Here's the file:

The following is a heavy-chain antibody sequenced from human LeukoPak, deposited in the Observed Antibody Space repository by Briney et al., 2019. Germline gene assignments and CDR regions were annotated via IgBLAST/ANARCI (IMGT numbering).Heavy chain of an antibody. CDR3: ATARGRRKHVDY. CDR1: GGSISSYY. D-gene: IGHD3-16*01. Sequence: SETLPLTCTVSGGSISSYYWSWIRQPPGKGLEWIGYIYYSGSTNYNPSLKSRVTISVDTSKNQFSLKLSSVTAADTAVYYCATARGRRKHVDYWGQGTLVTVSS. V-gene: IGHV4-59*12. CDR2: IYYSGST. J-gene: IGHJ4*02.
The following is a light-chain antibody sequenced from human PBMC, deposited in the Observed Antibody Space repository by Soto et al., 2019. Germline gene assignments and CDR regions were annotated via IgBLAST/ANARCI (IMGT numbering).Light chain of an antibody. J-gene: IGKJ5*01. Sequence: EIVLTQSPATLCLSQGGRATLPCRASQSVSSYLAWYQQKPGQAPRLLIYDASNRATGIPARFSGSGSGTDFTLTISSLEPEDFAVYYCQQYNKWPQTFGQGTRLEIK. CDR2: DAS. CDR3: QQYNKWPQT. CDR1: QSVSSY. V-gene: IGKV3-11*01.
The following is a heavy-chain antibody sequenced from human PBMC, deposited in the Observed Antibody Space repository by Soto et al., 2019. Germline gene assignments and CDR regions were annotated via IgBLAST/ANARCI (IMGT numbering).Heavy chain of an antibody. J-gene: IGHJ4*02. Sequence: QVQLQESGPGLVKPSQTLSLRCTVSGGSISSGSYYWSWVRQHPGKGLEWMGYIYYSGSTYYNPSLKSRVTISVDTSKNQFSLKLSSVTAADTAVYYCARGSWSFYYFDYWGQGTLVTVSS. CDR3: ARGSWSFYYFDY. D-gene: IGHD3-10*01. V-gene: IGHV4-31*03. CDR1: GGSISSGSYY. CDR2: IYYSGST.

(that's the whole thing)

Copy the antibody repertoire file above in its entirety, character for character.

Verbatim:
The following is a heavy-chain antibody sequenced from human LeukoPak, deposited in the Observed Antibody Space repository by Briney et al., 2019. Germline gene assignments and CDR regions were annotated via IgBLAST/ANARCI (IMGT numbering).Heavy chain of an antibody. CDR3: ATARGRRKHVDY. CDR1: GGSISSYY. D-gene: IGHD3-16*01. Sequence: SETLPLTCTVSGGSISSYYWSWIRQPPGKGLEWIGYIYYSGSTNYNPSLKSRVTISVDTSKNQFSLKLSSVTAADTAVYYCATARGRRKHVDYWGQGTLVTVSS. V-gene: IGHV4-59*12. CDR2: IYYSGST. J-gene: IGHJ4*02.
The following is a light-chain antibody sequenced from human PBMC, deposited in the Observed Antibody Space repository by Soto et al., 2019. Germline gene assignments and CDR regions were annotated via IgBLAST/ANARCI (IMGT numbering).Light chain of an antibody. J-gene: IGKJ5*01. Sequence: EIVLTQSPATLCLSQGGRATLPCRASQSVSSYLAWYQQKPGQAPRLLIYDASNRATGIPARFSGSGSGTDFTLTISSLEPEDFAVYYCQQYNKWPQTFGQGTRLEIK. CDR2: DAS. CDR3: QQYNKWPQT. CDR1: QSVSSY. V-gene: IGKV3-11*01.
The following is a heavy-chain antibody sequenced from human PBMC, deposited in the Observed Antibody Space repository by Soto et al., 2019. Germline gene assignments and CDR regions were annotated via IgBLAST/ANARCI (IMGT numbering).Heavy chain of an antibody. J-gene: IGHJ4*02. Sequence: QVQLQESGPGLVKPSQTLSLRCTVSGGSISSGSYYWSWVRQHPGKGLEWMGYIYYSGSTYYNPSLKSRVTISVDTSKNQFSLKLSSVTAADTAVYYCARGSWSFYYFDYWGQGTLVTVSS. CDR3: ARGSWSFYYFDY. D-gene: IGHD3-10*01. V-gene: IGHV4-31*03. CDR1: GGSISSGSYY. CDR2: IYYSGST.